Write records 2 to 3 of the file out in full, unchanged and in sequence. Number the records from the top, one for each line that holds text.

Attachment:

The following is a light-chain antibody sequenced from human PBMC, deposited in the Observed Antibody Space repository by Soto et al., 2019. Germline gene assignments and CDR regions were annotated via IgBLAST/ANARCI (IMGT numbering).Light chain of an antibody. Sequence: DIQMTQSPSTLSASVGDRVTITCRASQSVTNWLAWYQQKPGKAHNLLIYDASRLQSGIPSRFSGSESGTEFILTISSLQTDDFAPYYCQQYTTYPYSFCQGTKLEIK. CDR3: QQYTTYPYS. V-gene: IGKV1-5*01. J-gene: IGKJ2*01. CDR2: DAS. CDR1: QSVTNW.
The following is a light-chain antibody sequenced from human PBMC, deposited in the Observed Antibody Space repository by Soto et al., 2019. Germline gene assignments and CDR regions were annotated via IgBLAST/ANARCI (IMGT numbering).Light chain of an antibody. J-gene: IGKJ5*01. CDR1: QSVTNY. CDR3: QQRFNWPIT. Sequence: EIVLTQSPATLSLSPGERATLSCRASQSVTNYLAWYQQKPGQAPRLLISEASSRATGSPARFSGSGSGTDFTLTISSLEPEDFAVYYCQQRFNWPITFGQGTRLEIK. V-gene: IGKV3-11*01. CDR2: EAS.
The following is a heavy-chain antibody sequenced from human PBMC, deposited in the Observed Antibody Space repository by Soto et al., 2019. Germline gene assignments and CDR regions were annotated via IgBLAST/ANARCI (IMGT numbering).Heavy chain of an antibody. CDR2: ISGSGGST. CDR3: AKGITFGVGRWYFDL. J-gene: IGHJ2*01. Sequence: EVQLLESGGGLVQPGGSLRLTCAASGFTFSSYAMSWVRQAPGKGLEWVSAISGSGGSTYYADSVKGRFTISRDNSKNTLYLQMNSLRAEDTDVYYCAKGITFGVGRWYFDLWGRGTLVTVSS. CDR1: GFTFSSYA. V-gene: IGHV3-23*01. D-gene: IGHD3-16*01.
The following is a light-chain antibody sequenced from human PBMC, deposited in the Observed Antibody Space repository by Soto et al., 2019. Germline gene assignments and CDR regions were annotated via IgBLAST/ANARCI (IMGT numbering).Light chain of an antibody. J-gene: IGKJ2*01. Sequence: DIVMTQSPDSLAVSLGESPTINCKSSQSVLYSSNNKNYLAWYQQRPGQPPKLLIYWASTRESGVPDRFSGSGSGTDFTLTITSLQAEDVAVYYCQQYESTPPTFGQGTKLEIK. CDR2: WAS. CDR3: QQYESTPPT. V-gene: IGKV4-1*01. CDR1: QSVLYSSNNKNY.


The following is a light-chain antibody sequenced from human PBMC, deposited in the Observed Antibody Space repository by Soto et al., 2019. Germline gene assignments and CDR regions were annotated via IgBLAST/ANARCI (IMGT numbering).Light chain of an antibody. J-gene: IGKJ5*01. CDR1: QSVTNY. CDR3: QQRFNWPIT. Sequence: EIVLTQSPATLSLSPGERATLSCRASQSVTNYLAWYQQKPGQAPRLLISEASSRATGSPARFSGSGSGTDFTLTISSLEPEDFAVYYCQQRFNWPITFGQGTRLEIK. V-gene: IGKV3-11*01. CDR2: EAS.
The following is a heavy-chain antibody sequenced from human PBMC, deposited in the Observed Antibody Space repository by Soto et al., 2019. Germline gene assignments and CDR regions were annotated via IgBLAST/ANARCI (IMGT numbering).Heavy chain of an antibody. CDR2: ISGSGGST. CDR3: AKGITFGVGRWYFDL. J-gene: IGHJ2*01. Sequence: EVQLLESGGGLVQPGGSLRLTCAASGFTFSSYAMSWVRQAPGKGLEWVSAISGSGGSTYYADSVKGRFTISRDNSKNTLYLQMNSLRAEDTDVYYCAKGITFGVGRWYFDLWGRGTLVTVSS. CDR1: GFTFSSYA. V-gene: IGHV3-23*01. D-gene: IGHD3-16*01.